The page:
Publication Type

Journal Article

Publication Date

4-2016

Abstract

Purpose: Human computation games (HCGs) that blend gaming with utilitarian purposes are a potentially effective channel for content creation. The purpose of this paper is to investigate the driving factors behind players’ adoption of HCGs through a music video tagging game. The effects of perceived aesthetic experience (PAE) and perceived output quality (POQ) on HCG acceptance are empirically examined. Design/methodology/approach: An integrative structural model is developed to explain how hedonic and utilitarian factors, including PAE and POQ, working with another salient factor – perceived usefulness (PU) – affect the acceptance of HCGs. The structural equation modeling method is used to verify the proposed model with data from 124 participants. Findings: Results show that PAE is the strongest predictor of HCGs adoption. PU has a significant impact on individuals’ attitude toward HCGs. POQ is a salient predictor of PU and PAE, and its indirect effect on attitude is significance. Originality/value: From an academic point of view, this study provides a good understanding of the driving factors behind player acceptance of HCGs and adds new knowledge to games with utilitarian purposes. It is also one of the first to describe the components of game enjoyment with a taxonomy of aesthetic experiences. From the practical perspective, the investigation of the specific factors behind adoption of HCGs provides specific guidelines for their design and evaluation.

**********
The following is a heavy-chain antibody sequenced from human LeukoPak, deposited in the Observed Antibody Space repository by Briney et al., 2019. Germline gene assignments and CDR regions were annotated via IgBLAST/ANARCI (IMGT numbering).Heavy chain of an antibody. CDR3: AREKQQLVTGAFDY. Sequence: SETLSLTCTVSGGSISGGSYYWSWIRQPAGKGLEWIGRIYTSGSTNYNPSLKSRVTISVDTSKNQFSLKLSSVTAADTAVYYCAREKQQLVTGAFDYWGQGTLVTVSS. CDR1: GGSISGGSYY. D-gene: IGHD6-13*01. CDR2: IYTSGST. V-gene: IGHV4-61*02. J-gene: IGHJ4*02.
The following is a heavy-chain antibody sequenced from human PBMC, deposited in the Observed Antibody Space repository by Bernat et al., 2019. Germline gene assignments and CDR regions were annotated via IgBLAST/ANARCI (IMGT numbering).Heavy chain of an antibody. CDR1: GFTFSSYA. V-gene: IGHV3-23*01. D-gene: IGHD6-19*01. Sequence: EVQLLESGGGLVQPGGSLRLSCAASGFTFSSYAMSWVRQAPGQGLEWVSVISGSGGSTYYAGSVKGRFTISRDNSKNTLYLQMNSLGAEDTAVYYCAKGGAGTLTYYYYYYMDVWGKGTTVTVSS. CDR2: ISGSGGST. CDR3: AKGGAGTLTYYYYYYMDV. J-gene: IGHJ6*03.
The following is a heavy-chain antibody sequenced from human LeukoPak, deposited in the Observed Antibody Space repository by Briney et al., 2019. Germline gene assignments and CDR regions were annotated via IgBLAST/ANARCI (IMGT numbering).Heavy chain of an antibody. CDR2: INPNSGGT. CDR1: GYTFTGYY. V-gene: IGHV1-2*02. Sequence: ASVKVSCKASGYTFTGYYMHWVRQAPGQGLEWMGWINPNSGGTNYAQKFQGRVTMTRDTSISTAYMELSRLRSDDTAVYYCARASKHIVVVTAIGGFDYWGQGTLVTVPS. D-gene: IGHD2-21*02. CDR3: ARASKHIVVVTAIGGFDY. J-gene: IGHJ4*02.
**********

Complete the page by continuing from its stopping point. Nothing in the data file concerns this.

Keywords

Acceptance, Perceived output quality, Human computation games, Perceived aesthetic experience

Discipline

Computer Sciences | Databases and Information Systems | Graphics and Human Computer Interfaces

Research Areas

Data Management and Analytics

Publication

Online Information Review

Volume

40

Issue

4

First Page

481

Last Page

496

ISSN

1468-4527

Identifier

10.1108/OIR-06-2015-0203

Publisher

Emerald: Library

Creative Commons License

Creative Commons Attribution-Noncommercial-No Derivative Works 4.0 License
This work is licensed under a Creative Commons Attribution-Noncommercial-No Derivative Works 4.0 License.

Additional URL

http://doi.org/10.1108/OIR-06-2015-0203

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